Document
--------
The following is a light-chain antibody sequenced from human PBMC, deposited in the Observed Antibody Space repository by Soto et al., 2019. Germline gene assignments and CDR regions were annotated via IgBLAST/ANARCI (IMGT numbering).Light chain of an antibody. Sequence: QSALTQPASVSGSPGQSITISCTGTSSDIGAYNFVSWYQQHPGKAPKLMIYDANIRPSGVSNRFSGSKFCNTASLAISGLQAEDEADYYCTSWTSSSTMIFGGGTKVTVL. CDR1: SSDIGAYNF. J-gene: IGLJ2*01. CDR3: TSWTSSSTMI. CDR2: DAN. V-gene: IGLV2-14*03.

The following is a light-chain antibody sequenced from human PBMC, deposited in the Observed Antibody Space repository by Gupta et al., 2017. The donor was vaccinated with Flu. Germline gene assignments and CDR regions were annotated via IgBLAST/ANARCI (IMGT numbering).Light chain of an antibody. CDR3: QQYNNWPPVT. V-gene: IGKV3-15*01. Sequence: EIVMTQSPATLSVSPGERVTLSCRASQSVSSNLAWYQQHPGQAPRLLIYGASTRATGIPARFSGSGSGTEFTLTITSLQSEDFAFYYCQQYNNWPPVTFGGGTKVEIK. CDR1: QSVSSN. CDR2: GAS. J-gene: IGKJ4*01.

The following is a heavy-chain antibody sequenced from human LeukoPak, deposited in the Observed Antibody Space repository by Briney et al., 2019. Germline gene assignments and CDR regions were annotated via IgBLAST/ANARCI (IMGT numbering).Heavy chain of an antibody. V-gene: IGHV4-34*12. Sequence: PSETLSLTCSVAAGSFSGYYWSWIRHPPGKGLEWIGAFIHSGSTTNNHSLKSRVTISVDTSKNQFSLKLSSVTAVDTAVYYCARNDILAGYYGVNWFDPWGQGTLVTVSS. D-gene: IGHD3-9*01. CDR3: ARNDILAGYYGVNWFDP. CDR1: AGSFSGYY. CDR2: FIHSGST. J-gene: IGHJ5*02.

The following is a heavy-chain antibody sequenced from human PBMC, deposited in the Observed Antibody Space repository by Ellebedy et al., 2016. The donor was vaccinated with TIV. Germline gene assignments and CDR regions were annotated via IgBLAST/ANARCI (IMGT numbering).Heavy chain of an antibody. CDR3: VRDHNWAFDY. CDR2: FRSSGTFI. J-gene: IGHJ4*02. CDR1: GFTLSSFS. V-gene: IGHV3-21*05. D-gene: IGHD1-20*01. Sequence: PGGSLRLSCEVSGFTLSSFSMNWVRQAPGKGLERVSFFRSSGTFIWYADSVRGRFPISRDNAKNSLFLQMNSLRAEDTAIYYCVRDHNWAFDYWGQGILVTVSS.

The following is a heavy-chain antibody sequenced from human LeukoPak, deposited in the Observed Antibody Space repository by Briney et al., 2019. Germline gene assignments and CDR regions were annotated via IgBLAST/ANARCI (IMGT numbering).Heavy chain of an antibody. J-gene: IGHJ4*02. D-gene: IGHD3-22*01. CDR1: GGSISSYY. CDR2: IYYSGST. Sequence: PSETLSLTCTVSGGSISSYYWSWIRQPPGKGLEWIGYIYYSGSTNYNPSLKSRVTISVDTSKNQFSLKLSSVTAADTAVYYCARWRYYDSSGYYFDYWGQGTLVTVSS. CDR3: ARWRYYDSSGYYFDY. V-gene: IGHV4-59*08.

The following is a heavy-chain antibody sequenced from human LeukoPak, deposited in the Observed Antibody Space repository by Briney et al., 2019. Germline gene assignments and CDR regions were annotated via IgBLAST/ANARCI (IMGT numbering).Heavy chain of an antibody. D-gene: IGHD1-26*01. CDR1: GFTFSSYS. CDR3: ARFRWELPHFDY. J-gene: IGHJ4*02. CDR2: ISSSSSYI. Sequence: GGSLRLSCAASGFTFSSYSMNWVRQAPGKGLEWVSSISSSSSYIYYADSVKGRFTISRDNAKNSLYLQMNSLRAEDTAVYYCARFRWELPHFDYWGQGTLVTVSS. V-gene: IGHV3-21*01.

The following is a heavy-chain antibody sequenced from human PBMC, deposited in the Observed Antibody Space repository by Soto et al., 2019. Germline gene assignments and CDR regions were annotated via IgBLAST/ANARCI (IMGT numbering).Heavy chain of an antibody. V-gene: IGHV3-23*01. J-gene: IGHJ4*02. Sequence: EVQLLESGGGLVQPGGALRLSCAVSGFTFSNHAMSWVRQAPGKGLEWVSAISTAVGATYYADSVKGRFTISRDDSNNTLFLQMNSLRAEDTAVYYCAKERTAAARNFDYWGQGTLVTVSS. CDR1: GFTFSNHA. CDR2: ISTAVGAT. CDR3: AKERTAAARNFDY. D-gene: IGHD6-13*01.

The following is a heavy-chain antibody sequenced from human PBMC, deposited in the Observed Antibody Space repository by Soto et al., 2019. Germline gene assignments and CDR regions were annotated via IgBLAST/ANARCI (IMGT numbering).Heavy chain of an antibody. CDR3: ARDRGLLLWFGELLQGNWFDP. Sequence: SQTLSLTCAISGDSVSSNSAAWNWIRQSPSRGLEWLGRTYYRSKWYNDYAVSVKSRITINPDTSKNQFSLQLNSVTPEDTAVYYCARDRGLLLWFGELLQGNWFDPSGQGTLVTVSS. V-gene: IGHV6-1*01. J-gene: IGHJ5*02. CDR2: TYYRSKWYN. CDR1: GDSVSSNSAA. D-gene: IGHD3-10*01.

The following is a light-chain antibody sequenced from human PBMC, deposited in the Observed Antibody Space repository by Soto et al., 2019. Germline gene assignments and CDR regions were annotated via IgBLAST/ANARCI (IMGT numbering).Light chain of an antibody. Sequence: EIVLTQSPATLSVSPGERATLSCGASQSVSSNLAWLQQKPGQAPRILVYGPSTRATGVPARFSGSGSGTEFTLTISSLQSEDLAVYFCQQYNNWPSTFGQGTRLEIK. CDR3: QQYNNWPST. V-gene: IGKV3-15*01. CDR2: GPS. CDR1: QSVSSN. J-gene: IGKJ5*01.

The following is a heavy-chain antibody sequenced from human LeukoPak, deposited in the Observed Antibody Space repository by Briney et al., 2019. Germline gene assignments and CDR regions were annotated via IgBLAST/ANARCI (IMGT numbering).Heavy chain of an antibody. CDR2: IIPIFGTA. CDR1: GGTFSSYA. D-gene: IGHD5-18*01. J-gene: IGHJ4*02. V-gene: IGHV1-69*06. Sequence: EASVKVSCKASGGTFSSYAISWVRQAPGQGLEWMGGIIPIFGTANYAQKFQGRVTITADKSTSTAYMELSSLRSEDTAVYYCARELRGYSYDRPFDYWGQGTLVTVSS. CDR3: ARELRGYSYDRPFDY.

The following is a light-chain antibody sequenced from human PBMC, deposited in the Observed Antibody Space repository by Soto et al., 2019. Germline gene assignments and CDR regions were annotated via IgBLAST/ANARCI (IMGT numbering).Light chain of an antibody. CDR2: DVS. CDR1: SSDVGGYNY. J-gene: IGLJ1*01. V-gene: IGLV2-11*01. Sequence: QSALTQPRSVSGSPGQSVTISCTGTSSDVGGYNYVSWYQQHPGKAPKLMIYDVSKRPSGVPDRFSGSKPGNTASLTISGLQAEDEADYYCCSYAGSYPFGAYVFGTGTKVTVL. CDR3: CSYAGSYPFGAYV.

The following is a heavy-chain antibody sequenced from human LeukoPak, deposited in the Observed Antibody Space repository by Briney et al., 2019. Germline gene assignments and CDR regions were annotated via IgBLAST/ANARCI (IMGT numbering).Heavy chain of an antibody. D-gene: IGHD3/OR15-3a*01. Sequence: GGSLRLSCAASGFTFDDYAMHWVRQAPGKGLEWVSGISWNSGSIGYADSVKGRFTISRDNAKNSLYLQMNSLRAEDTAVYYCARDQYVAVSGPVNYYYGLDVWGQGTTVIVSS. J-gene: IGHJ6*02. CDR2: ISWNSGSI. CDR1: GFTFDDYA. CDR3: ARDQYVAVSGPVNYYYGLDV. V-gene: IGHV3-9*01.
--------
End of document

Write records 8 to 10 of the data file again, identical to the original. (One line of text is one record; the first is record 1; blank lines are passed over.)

The following is a heavy-chain antibody sequenced from human PBMC, deposited in the Observed Antibody Space repository by Soto et al., 2019. Germline gene assignments and CDR regions were annotated via IgBLAST/ANARCI (IMGT numbering).Heavy chain of an antibody. CDR3: ARDRGLLLWFGELLQGNWFDP. Sequence: SQTLSLTCAISGDSVSSNSAAWNWIRQSPSRGLEWLGRTYYRSKWYNDYAVSVKSRITINPDTSKNQFSLQLNSVTPEDTAVYYCARDRGLLLWFGELLQGNWFDPSGQGTLVTVSS. V-gene: IGHV6-1*01. J-gene: IGHJ5*02. CDR2: TYYRSKWYN. CDR1: GDSVSSNSAA. D-gene: IGHD3-10*01.

The following is a light-chain antibody sequenced from human PBMC, deposited in the Observed Antibody Space repository by Soto et al., 2019. Germline gene assignments and CDR regions were annotated via IgBLAST/ANARCI (IMGT numbering).Light chain of an antibody. Sequence: EIVLTQSPATLSVSPGERATLSCGASQSVSSNLAWLQQKPGQAPRILVYGPSTRATGVPARFSGSGSGTEFTLTISSLQSEDLAVYFCQQYNNWPSTFGQGTRLEIK. CDR3: QQYNNWPST. V-gene: IGKV3-15*01. CDR2: GPS. CDR1: QSVSSN. J-gene: IGKJ5*01.

The following is a heavy-chain antibody sequenced from human LeukoPak, deposited in the Observed Antibody Space repository by Briney et al., 2019. Germline gene assignments and CDR regions were annotated via IgBLAST/ANARCI (IMGT numbering).Heavy chain of an antibody. CDR2: IIPIFGTA. CDR1: GGTFSSYA. D-gene: IGHD5-18*01. J-gene: IGHJ4*02. V-gene: IGHV1-69*06. Sequence: EASVKVSCKASGGTFSSYAISWVRQAPGQGLEWMGGIIPIFGTANYAQKFQGRVTITADKSTSTAYMELSSLRSEDTAVYYCARELRGYSYDRPFDYWGQGTLVTVSS. CDR3: ARELRGYSYDRPFDY.